Since the beginning of December, I always anticipate fairy tales and miracles. All those sparkling lights, bright decorations, the feeling of upcoming Christmas, and the quest for finding the best gifts for my family and friends make my heart beat faster. I rejoice in shopping and finding Christmas decorating ideas to make my home even cozier. Often, we don’t like what’s in the stores, and our souls want something special. Fortunately, we can do a lot of things with our own hands, following simple instructions. If you are tired of traditional Christmas decorations or want your home to stand out from the thousands of others decorated with items from Walmart, IKEA, or Amazon, there is a simple solution. I’ve got DIYs for you on vintage Christmas decorations that anyone can easily craft at home. Who knows, maybe you’ll like it so much that it could become your hobby?

christmas decorations

Vintage Christmas decorations

Vintage has become insanely popular in the last 20 years. This applies not only to holiday decorations but also to clothing, jewelry, tableware, and interior elements. Quite often, antique Christmas ornaments can cost you a fortune at a flea-market. But don’t be in a hurry to spend half of your salary on the last-century garlands and gilded Christmas tree balls. You can easily create a Christmas atmosphere at home without spending your savings. So, make yourself a cup of tea, and let’s pick out some vintage Christmas decor we can create together.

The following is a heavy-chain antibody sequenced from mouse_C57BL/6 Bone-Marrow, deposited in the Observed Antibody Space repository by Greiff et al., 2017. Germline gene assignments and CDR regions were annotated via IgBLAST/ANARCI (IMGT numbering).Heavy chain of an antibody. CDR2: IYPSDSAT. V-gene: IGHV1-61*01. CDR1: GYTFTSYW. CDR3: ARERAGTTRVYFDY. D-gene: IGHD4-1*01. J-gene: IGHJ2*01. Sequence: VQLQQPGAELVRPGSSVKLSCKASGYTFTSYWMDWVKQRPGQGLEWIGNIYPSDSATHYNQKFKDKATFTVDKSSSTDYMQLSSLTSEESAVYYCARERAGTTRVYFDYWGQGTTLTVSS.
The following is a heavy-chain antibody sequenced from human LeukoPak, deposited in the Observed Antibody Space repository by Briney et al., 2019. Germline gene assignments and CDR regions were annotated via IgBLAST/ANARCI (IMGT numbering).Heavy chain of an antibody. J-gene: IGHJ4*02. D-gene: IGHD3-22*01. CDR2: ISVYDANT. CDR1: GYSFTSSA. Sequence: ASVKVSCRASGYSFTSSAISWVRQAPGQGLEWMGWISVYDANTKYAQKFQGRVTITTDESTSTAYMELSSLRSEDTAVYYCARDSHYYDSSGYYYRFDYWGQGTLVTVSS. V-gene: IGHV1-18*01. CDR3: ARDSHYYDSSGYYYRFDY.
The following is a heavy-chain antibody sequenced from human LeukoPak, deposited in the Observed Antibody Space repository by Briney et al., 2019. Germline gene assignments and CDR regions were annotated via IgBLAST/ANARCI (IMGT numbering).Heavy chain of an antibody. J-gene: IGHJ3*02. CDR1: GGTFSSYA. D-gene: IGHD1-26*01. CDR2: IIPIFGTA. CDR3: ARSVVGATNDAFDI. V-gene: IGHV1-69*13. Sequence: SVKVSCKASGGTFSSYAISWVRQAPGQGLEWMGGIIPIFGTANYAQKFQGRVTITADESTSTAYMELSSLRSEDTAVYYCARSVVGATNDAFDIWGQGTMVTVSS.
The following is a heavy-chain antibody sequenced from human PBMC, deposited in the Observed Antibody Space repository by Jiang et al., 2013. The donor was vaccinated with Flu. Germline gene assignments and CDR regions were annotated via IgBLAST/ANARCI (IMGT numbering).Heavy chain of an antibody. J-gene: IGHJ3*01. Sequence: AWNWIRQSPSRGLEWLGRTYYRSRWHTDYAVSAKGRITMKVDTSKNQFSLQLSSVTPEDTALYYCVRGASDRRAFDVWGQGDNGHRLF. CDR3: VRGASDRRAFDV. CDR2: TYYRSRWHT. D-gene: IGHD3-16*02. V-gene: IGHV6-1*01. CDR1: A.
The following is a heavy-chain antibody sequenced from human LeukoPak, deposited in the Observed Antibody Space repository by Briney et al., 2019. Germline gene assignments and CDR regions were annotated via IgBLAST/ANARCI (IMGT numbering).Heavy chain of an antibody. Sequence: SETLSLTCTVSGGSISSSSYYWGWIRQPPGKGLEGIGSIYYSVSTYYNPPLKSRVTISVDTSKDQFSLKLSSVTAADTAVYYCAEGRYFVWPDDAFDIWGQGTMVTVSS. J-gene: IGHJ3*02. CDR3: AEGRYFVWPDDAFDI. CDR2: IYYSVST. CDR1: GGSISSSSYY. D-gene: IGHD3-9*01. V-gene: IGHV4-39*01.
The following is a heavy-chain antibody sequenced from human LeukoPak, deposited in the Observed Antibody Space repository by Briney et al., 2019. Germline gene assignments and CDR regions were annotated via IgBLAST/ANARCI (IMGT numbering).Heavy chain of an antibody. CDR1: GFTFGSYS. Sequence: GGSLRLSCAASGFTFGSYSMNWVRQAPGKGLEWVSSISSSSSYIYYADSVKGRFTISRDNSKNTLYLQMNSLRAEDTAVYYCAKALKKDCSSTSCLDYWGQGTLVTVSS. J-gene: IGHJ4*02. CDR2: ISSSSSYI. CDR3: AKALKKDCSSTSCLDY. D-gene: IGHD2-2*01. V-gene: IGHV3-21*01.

Christmas wreath

Christmas wreath

It’s hard to imagine Christmas without a wreath — whether it’s on the door, the mantelpiece, or the table. It is an ancient and symbolic decoration. The circle symbolizes peace and eternal life, the green branches of the fir tree represent the color of life on Earth, and the candles represent the light that will illuminate the whole world at Christmas. In the XIX century, 24 small candles and 4 large ones were placed on the wreath. Thus, people lit a small candle every day and a large one on Sundays, counting down the month before Christmas. Today, we no longer need candles to count down the days until the holiday. But the tradition of decorating the house with a wreath remains. Variations of wreaths abound, from wine corks to straw and Xmas balls. We’ll try more traditional and vintage holiday decorations. 

You will need:

  • an embroidery frame or a bendable twig for the frame;
  • pine sprigs (you can buy artificial ones, but the real ones have such an incredible scent!);
  • dark-green sturdy thread or thin wire to bind the branches together;
  • red satin ribbon;
  • pinecones;
  • bells;
  • cinnamon sticks; 
  • Christmas balls. 

A step-by-step guide: 

  1. If you can not find an embroidery frame, construct a round frame of twigs and fasten it with thread or wire;